The Evolution of Women in Film Timeline created by cabreraga Mar 31, "New Womanhood" The idea of more independent female characters began to enter the literary field.
The economy of the period relied heavily on so-called "sex-typed" work, or work that employers typically assigned to one sex or the other.
And the work most directly associated with males, especially manufacturing in heavy industries like steel production, faced the deepest levels of lay-offs during the Great Depression.
Women primarily worked in service industries, and these jobs tended to continue during the s. Clerical workers, teachers, nurses, telephone operators, and domestics largely found work.
In many instances, employers lowered pay scales for women workers, or even, in the case of teachers, failed to pay their workers on time. In many Great Depression families, women were the only breadwinners.
Inapproximately Byapproximately 13 million women worked for wages outside the home. Critics, over-looking the sex-typing of most work opportunities for women, lambasted laboring women for robbing men of much-needed jobs.
Federal law stood consistently with this conservative position regarding women workers. Laws in effect between and made it illegal for more than one person per family to find employment within the federal civil service.
Despite the protestations of Eleanor Rooseveltthe New Deal program the Civilian Conservation Corpsdeveloped inhad a formal policy against hiring women. Many New Deal job programs cast women in traditional housekeeping roles. FERA work relief projects employed women in producing such goods as canned foods, clothes, and mattresses for distribution to needy families.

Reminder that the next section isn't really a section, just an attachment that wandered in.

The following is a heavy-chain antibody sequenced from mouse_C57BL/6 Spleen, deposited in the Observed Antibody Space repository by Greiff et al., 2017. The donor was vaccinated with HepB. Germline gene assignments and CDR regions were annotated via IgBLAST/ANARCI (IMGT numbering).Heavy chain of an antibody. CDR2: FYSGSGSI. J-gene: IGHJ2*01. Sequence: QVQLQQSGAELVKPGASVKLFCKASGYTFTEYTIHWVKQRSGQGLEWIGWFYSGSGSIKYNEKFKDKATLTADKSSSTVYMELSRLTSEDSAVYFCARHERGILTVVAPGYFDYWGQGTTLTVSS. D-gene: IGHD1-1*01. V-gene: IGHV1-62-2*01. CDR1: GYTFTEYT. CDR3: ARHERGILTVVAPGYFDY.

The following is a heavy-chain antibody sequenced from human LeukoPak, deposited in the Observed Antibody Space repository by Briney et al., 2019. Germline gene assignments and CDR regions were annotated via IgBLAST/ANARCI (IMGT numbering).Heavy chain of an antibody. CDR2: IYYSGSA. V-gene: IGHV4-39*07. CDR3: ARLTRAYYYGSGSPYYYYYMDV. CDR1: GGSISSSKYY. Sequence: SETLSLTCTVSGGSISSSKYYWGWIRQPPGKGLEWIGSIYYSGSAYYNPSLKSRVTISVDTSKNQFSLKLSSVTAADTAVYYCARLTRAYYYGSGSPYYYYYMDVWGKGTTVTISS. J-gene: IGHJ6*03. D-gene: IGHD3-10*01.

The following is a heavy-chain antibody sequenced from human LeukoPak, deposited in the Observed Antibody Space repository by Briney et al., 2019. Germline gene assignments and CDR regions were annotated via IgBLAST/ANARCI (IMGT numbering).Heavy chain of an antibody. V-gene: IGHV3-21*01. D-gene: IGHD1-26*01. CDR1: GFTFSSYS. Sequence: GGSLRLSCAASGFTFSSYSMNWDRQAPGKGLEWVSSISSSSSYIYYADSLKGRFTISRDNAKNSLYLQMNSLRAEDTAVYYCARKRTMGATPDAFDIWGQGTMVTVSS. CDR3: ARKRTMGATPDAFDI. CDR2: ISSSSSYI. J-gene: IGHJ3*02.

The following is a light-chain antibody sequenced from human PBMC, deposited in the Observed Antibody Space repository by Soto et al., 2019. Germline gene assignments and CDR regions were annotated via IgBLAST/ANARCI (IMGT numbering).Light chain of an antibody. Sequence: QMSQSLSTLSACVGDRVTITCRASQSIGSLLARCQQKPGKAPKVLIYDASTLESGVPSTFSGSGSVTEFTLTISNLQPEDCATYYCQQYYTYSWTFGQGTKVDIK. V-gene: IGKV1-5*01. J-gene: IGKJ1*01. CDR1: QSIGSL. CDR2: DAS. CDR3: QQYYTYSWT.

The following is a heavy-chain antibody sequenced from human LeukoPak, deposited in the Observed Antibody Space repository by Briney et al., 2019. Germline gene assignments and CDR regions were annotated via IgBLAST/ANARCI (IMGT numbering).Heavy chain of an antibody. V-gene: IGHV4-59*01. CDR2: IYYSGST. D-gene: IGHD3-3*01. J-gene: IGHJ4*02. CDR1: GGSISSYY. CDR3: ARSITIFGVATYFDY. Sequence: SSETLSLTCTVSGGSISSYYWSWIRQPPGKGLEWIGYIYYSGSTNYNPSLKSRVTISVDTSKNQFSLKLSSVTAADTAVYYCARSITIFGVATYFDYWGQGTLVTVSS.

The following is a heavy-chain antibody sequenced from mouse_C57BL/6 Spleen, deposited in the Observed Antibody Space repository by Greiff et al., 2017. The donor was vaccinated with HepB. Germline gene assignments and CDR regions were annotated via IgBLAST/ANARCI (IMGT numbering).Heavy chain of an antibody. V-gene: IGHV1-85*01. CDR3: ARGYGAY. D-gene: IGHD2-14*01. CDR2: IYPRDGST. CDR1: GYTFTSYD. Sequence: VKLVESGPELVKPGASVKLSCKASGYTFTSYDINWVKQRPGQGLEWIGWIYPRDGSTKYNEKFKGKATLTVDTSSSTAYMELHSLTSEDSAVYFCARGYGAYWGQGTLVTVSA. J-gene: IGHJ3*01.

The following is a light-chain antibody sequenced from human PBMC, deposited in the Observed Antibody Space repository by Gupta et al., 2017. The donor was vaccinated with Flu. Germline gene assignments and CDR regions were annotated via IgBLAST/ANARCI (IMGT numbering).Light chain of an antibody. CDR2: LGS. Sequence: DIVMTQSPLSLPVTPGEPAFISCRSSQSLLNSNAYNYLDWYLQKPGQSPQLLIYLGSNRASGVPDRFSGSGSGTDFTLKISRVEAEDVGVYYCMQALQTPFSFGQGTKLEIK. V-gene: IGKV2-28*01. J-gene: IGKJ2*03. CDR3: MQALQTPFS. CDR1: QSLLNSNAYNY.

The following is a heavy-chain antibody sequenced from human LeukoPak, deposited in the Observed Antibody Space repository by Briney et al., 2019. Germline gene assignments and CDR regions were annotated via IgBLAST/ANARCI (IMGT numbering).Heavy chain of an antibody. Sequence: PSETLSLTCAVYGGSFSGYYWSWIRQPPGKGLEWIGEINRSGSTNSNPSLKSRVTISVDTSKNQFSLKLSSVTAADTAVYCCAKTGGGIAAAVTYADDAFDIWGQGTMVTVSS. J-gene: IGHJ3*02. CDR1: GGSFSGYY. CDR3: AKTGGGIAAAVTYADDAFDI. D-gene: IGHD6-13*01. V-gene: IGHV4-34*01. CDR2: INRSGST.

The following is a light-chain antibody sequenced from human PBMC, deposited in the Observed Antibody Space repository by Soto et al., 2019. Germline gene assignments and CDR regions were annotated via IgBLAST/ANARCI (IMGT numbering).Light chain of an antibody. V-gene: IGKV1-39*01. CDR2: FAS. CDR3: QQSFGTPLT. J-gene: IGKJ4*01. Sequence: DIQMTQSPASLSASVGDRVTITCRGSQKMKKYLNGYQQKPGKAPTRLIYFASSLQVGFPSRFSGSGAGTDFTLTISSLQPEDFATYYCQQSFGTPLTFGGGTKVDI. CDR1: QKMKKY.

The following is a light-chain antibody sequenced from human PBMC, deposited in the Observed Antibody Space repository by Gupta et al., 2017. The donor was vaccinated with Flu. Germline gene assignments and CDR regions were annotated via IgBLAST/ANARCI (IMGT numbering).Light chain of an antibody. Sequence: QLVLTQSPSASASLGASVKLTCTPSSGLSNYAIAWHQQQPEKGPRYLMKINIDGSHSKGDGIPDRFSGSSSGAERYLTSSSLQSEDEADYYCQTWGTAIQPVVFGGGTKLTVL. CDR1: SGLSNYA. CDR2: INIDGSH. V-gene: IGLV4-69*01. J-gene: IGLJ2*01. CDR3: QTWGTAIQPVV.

Women were employed as housekeeping aides to families in need of household help. The housekeeping aides project kept to traditional racial stereotypes as well as gendered ones, as most of its employees were African-American women.
Other federal agencies paid women much less than men or gave preferences to male job seekers over female ones. Women of minority groups faced particular difficulties. Employers preferred white men, and then white women, over black or Hispanic women in most instances.
Relegated to domestic work and farm work through centuries of racism and misogyny in the job market, most African-American women found themselves left out of new laws passed to ensure worker safety.
The Fair Labor Standards Act ofwith its minimum wage and maximum hour provisions, did not apply to domestic or farm workers. Given the pressures of the economy, many women—white and black—were willing to work in domestic positions, but fewer households had the extra income to hire help.
Given that those seeking employment were most often black and given the low wages one would earn in such arrangements, the process and the area of town associated with it became known colloquially as a "slave market.
Women in professional careers lost gains made in earlier, more stable periods. Fewer women found positions in business in the Great Depression than in the s. Losing ground in the traditional male sphere, some men also entered into jobs heretofore relegated to women.
This trend occurred even in the very female bastion of teaching. The teaching profession grew slightly less female during the Great Depression; women had constituted 85 percent of teachers inbut by they constituted only 78 percent.